After just 5 movies were released wide in the last month, the cinematic Gods have gifted U.S. cinemas with 5 new films dropping on Friday alone. There’s something for everyone, as TV-series adaptation ‘Dora and the Lost City of Gold’ looks to conquer comedy-drama ‘The Art of Racing in the Rain’, while PG-13 horror ‘Scary Stories to Tell in the Dark’ aims to spook the star-studded crime drama ‘The Kitchen’, and biographical tale ‘Brian Banks’. With so much to choose from, which’ll be the inevitable flop, and who will fight ‘Hobbs & Shaw’ for the top spot?
So, what’s opening this weekend?
It was inevitable that ‘Dora the Explorer’ would get its own movie – it’s just surprising that it’s taken so long. After 176 episodes of the popular TV show (a Nick Jr. record) since the year 2000, ‘Dora and the Lost City of Gold’ catapults the young adventurer, played by Isabela Moner, into high school. She’s supported by a strong cast in Eugenio Derbez, Michael Peña, Eva Longoria, and Danny Trejo (with voice support by Benicio del Toro), and helmed by ‘Alice Through The Looking Glass’ director James Bobin.
Studios Paramount and Walden have seemingly gone all out to ensure success here, bolstering the popular IP with A-list talent. The only issue lies in ‘The Lion King’, who in its 4th weekend still has enough left in the tank to act as heavy competition in the family market. ‘Dora’s 83% on the Tomatometer may shift the tide in its favour slightly, but if we’ve learned anything from recent kid-friendly TV/book-adaptations such as ‘Goosebumps’ ($23.6m), ‘The House with a Clock in its Walls’ ($26.6m), and ‘Miss Peregrine’s Home’ ($28.9m), there’s usually a ceiling with these types, especially with competition, meaning we forecast this to open to a solid $23m.
Not about to be frightened by competition is the Guillermo del Toro-produced horror ‘Scary Stories to Tell in the Dark’, which aims to capitalize on being the 1st horror movie released since Paramount’s ‘Crawl’ a month ago, and break out.
Can it? The odds are certainly stacked in its favour. Based off of the popular (but controversial) horror books of the 1980s, ‘Scary Stories’ also boasts a strong cast in Zoe Colletti, Dean Norris, Austin Abrams, and Lorraine Toussant, and its PG-13 rating opens the viewing out to a wider audience that the usual R-rating would normally limit.
Not difficult then to see why we expect a strong opening in the mid-teens for this, especially as it’ll draw from fans of the source material as well as those looking for a good scare. Even an start similar to ‘Crawl’s $12m wouldn’t be the worst start for Lionsgate. Although it doesn’t inspire Blumhouse levels of Box Office terror, a $14m opening will surely put any nasty fears of a cinematic flop to bed.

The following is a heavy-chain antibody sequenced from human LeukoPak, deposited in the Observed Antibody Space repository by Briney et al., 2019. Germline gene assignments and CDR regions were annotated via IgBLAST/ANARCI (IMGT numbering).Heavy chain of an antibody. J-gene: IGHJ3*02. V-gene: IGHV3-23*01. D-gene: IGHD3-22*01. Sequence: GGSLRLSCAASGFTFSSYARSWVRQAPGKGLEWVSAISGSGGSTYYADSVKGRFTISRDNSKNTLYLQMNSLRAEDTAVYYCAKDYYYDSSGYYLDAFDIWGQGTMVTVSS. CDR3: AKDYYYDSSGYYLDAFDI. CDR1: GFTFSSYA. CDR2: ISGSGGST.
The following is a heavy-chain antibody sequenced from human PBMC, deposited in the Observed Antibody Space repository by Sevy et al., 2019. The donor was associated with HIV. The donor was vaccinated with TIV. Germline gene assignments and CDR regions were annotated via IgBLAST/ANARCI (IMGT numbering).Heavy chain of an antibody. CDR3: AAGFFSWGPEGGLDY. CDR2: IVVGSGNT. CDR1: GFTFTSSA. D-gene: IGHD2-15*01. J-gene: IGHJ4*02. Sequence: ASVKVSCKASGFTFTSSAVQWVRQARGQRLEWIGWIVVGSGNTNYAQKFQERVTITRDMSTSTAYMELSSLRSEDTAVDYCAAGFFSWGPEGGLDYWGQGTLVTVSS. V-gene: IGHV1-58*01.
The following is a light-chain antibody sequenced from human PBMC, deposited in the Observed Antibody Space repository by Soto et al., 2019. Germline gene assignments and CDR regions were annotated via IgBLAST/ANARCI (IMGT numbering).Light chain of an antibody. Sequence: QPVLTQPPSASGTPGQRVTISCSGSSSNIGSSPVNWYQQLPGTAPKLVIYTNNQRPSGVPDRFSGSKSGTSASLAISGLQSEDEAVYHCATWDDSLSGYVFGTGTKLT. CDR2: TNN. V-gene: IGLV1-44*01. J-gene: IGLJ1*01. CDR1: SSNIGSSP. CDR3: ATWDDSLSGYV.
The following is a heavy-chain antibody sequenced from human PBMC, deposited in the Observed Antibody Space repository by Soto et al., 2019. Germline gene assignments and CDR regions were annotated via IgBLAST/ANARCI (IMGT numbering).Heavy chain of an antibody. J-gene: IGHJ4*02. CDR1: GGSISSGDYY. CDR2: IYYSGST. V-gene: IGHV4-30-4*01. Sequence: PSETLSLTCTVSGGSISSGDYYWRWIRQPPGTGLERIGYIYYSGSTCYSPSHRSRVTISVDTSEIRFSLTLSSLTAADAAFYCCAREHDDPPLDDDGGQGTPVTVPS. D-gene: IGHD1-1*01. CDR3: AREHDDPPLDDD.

Next is ‘The Kitchen’, a film that couldn’t be further away from the wholesome PG of ‘Dora’, or the horror of ‘Scary Stories’. Here, Melissa McCarthy, Tiffany Haddish, and Elisabeth Moss take over the crime operations of their now-imprisoned husbands in 1970’s New York. Joined by Domhnall Gleeson, Margo Martindale, Common, and Bill Camp, the women find themselves delving deeper and deeper into the underworld, with disastrous consequences.
Similarities to last year’s critical hit (but commercial flop) ‘Widows’ are understandable; both movies focus on the wives of criminals after a police raid, both films star an Oscar-nominated lead, and both films are adapted from previous media (in this case, a DC comic book series). Although Melissa McCarthy’s power at the Box Office isn’t what it once was, ‘The Kitchen’ has the added bonus of Elisabeth Moss’ popularity from hit-show ‘The Handmaid’s Tale’, while Haddish’s shine hasn’t waned since ‘Girls Trip’ 2 years ago. Nonetheless, it won’t be able to escape the most damning ‘Widows’ comparison, and that’s of a $12m opening.
Chasing ‘The Kitchen’s tail closely is doggy-drama ‘The Art of Racing in the Rain’. Based on the 2008 New York Times best-selling novel of the same name, this canine clip sees Kevin Costner voice Enzo the dog, and follows his relationship with owners Denny (Milo Ventimiglia) and Eve (Amanda Seyfried).
Already the 3rd puppy picture of the year behind ‘A Dog’s Way Home’ ($11.3m opening) and ‘A Dog’s Journey’ ($8m), it’s no real surprise to see studios invest in these mutt movies, considering the low cost-high earnings potential that was realized by 2017 release ‘A Dog’s Purpose’, which earned $205m worldwide from just a $22m budget. Unfortunately, ‘The Art’s all bark and no bite, and will fail to stand out amongst ‘Dora’ and ‘The Lion King’ for the family crowd, with just a $7m opening.
Lastly is the biographical drama ‘Brian Banks’, based on the true story of high school football player Brian Banks, who, after years spent in prison over a false rape allegation, attempts to rebuild his life. It’s a subject matter that sees director Tom Shadyac take a swift U-turn from his more famous releases (think ‘Ace Ventura’, ‘Bruce Almighty’, and ‘The Nutty Professor’), and in fact is his 1st film this decade. Nothing too serious about its opening though, as a release just 1,500 cinemas means ‘Brian Banks’ will have to settle for just $4m.
What else is on?
Last weekend’s winner ‘Hobbs & Shaw’ will find itself in a tougher race this weekend after cruising to a $60m win 7 days ago. With a near-60% drop on the cards, it’s looking like a photo-finish with ‘Dora’ and ‘The Lion King’, but ‘Hobbs & Shaw’ should just beat them to the line with $26m.
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